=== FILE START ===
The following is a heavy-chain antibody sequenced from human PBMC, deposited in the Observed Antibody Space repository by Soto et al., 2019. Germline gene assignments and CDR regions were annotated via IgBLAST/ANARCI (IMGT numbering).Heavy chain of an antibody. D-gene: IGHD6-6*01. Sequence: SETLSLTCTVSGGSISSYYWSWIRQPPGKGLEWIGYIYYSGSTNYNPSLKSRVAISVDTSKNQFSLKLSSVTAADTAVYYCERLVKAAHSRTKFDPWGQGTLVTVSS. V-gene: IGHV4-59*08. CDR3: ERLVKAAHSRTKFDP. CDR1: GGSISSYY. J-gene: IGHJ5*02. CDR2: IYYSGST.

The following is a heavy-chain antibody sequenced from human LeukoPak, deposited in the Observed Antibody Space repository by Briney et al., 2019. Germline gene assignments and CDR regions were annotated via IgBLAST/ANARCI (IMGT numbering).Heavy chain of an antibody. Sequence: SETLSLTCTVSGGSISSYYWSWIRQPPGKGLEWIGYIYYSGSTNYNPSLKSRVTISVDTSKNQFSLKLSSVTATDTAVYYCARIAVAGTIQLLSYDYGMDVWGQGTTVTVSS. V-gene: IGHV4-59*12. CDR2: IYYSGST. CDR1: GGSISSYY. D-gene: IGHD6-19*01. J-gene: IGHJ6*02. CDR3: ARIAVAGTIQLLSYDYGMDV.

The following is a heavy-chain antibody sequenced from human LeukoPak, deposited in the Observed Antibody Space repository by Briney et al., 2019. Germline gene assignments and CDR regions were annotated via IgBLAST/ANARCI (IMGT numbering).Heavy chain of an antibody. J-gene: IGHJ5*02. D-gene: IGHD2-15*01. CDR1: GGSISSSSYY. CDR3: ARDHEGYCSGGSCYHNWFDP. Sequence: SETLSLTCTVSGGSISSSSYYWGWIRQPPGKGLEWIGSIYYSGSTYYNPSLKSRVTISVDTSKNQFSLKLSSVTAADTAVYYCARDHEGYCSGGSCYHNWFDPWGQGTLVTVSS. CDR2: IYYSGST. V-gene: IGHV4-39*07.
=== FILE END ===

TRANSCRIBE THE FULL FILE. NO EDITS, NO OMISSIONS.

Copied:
The following is a heavy-chain antibody sequenced from human PBMC, deposited in the Observed Antibody Space repository by Soto et al., 2019. Germline gene assignments and CDR regions were annotated via IgBLAST/ANARCI (IMGT numbering).Heavy chain of an antibody. D-gene: IGHD6-6*01. Sequence: SETLSLTCTVSGGSISSYYWSWIRQPPGKGLEWIGYIYYSGSTNYNPSLKSRVAISVDTSKNQFSLKLSSVTAADTAVYYCERLVKAAHSRTKFDPWGQGTLVTVSS. V-gene: IGHV4-59*08. CDR3: ERLVKAAHSRTKFDP. CDR1: GGSISSYY. J-gene: IGHJ5*02. CDR2: IYYSGST.

The following is a heavy-chain antibody sequenced from human LeukoPak, deposited in the Observed Antibody Space repository by Briney et al., 2019. Germline gene assignments and CDR regions were annotated via IgBLAST/ANARCI (IMGT numbering).Heavy chain of an antibody. Sequence: SETLSLTCTVSGGSISSYYWSWIRQPPGKGLEWIGYIYYSGSTNYNPSLKSRVTISVDTSKNQFSLKLSSVTATDTAVYYCARIAVAGTIQLLSYDYGMDVWGQGTTVTVSS. V-gene: IGHV4-59*12. CDR2: IYYSGST. CDR1: GGSISSYY. D-gene: IGHD6-19*01. J-gene: IGHJ6*02. CDR3: ARIAVAGTIQLLSYDYGMDV.

The following is a heavy-chain antibody sequenced from human LeukoPak, deposited in the Observed Antibody Space repository by Briney et al., 2019. Germline gene assignments and CDR regions were annotated via IgBLAST/ANARCI (IMGT numbering).Heavy chain of an antibody. J-gene: IGHJ5*02. D-gene: IGHD2-15*01. CDR1: GGSISSSSYY. CDR3: ARDHEGYCSGGSCYHNWFDP. Sequence: SETLSLTCTVSGGSISSSSYYWGWIRQPPGKGLEWIGSIYYSGSTYYNPSLKSRVTISVDTSKNQFSLKLSSVTAADTAVYYCARDHEGYCSGGSCYHNWFDPWGQGTLVTVSS. CDR2: IYYSGST. V-gene: IGHV4-39*07.